An investigation by a US think tank has claimed that an extensive online campaign by a firm based in Tunisia has been used to influence a number of presidential elections in Africa.
The investigation, which was conducted and published by US-based think tank Atlantic Council, claims Tunisian digital communications company UReputation conducted an organised campaign that sought to influence the elections within the North African country and other African states by attempting to change public opinion and sentiment.
A branch of the Atlantic Council named the Digital Forensic Research Lab (DFRLab) launched the investigation in September last year, discovering that UReputation had subtly supported and drove Tunisian presidential candidate's Nabil Karoui's 2019 campaign, Faure Gnassingbe's 2020 bid in Togo, and Henri Konan Bedie's current campaign in Ivory Coast.
Operation Carthage, as the disinformation campaign was called, used online social media platforms such as Facebook and Instagram to target the countries' voters.
In May, Facebook reported that it removed a significant number of accounts over violations of its policy on foreign interference, and on 5 June it announced that it had removed over 900 entities affiliated with Operation Carthage.
This was a result of their use of "fake accounts to masquerade as locals in countries they targeted, post and like their own content, drive people to off-platform sites, and manage Groups and Pages posing as independent news entities."
Facebook added: "Although the people behind this activity attempted to conceal their identities and coordination, our investigation found links to a Tunisia-based PR firm UReputation."
Overall, Operation Carthage was found to have spent over $330,000 on Facebook adverts to support its continent-wide campaign since its launch in August 2019.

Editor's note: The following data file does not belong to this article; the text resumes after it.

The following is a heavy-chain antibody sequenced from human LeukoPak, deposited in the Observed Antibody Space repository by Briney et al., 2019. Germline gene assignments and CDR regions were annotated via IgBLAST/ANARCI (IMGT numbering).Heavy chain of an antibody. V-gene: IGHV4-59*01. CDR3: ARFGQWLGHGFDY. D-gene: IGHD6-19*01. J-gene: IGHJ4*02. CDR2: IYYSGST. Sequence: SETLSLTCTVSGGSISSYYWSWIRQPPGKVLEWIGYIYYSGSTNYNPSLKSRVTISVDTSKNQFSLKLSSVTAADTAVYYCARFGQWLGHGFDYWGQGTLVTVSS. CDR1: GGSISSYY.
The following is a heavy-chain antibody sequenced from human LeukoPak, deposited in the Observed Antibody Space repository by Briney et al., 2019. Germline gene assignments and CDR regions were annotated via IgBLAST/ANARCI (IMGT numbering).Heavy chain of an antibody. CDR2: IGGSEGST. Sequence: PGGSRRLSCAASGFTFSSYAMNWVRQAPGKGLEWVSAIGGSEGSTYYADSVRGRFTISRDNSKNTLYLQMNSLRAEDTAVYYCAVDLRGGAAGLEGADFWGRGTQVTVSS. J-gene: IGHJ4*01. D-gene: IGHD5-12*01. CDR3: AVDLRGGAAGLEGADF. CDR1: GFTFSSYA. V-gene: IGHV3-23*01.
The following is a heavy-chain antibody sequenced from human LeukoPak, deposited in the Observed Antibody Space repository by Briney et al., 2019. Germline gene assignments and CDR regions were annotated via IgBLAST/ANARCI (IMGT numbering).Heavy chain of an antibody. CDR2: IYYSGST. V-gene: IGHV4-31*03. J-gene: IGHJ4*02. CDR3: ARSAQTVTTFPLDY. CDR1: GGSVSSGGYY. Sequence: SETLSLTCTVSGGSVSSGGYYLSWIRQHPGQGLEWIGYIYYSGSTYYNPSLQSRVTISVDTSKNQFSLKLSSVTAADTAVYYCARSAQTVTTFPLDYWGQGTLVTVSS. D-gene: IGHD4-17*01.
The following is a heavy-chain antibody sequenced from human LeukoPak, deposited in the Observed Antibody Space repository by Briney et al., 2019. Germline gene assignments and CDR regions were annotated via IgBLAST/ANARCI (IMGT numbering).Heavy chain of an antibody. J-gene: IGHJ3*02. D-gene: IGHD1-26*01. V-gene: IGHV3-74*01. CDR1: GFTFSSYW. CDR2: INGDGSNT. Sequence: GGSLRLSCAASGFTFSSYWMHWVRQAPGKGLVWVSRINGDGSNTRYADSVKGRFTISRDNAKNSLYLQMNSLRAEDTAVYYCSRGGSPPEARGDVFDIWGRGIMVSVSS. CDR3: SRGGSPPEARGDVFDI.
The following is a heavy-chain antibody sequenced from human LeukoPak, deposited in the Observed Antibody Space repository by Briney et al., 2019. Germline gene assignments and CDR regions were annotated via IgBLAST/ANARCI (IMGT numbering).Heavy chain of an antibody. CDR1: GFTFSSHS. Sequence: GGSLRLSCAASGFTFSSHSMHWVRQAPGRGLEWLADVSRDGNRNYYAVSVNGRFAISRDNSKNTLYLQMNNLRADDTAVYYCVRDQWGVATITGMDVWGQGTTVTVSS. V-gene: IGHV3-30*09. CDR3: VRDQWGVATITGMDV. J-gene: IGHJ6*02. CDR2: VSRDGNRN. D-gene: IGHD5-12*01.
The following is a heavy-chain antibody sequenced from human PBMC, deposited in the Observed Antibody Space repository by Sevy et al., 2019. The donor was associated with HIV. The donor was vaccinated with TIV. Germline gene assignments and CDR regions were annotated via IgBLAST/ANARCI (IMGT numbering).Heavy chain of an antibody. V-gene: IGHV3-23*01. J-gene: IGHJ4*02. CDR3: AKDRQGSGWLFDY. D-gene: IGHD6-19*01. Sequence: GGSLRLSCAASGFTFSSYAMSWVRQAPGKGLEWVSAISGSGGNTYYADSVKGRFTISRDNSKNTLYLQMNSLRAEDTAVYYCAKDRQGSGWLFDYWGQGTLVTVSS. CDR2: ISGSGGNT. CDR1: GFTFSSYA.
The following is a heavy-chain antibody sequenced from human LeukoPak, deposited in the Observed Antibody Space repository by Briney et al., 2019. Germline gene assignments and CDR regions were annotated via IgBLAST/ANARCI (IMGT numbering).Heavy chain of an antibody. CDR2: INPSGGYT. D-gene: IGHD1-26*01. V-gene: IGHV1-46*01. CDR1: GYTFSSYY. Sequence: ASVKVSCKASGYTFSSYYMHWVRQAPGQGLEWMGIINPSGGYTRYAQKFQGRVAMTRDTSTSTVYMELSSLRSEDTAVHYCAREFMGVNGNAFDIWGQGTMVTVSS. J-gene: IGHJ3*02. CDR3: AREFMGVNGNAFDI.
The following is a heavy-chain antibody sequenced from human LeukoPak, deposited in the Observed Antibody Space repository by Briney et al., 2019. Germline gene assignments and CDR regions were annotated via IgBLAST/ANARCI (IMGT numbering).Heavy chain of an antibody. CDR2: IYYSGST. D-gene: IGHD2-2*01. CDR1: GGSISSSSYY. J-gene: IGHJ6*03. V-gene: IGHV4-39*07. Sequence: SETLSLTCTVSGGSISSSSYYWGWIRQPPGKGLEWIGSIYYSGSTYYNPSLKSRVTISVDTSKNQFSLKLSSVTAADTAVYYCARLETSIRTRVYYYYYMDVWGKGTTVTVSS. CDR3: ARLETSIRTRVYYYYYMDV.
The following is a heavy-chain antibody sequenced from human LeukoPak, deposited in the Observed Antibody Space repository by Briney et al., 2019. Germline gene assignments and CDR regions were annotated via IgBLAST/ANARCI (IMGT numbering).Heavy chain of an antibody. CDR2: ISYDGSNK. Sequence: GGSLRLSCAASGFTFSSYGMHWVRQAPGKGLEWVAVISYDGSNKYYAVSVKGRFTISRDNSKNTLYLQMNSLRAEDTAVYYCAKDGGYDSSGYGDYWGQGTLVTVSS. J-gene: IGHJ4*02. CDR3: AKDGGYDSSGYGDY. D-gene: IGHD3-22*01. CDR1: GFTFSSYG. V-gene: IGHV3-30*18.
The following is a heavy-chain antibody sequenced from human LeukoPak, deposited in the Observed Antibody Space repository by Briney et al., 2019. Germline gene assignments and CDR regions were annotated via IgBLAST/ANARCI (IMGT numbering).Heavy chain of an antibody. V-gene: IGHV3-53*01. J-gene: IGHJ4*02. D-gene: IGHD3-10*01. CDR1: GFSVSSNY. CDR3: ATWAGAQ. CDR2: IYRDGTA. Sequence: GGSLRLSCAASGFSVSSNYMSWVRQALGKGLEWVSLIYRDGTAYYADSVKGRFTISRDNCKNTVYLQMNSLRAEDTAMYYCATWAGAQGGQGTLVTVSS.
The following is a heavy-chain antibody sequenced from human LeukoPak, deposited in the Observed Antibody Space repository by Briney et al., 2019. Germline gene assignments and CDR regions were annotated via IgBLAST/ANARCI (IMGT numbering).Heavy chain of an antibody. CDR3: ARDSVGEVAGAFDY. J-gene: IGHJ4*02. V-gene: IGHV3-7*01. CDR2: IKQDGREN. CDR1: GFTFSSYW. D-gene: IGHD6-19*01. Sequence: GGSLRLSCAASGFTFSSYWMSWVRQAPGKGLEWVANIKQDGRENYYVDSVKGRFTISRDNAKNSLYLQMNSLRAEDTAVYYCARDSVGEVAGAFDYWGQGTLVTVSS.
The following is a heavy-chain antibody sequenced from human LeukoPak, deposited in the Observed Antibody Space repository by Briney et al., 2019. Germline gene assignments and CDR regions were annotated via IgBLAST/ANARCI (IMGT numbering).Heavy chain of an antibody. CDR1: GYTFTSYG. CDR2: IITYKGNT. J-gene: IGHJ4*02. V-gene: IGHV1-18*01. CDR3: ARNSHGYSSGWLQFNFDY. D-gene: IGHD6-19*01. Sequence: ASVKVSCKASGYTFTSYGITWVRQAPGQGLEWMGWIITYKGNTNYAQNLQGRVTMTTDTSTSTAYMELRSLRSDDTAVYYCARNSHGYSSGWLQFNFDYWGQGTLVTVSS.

On its website, UReputation acknowledges its role as a communications agency which specialises in "digital intelligence and cyber influence". This work includes "sending targeted messages to specific categories of recipients to influence their perception of a brand or personality".
An example of one of these contacts and the effect he had on the influence of an election was that of Tunisian-French businessman Lotfi Ben Hadj – an avid supporter of the Tunisian presidential candidate Nabil Karoui last year – who used the operation to drive support for Karoui and got him to the runoff stage before he lost in October.
The revelation of Operation Carthage and the Tunisian firm's influence of the election processes in African states comes as other Middle Eastern governments and their democratic processes have been under the influences of disinformation campaigns, with Facebook at the forefront of the controversy. Last month, the social media giant announced that it dismantled a disinformation campaign by the Iranian authorities which used its state broadcaster to operate hundreds of fake social media accounts. Facebook has also been accused in recent months of having a severely anti-Palestine stance, with pro-Israel trolls gaining influence over the social media network.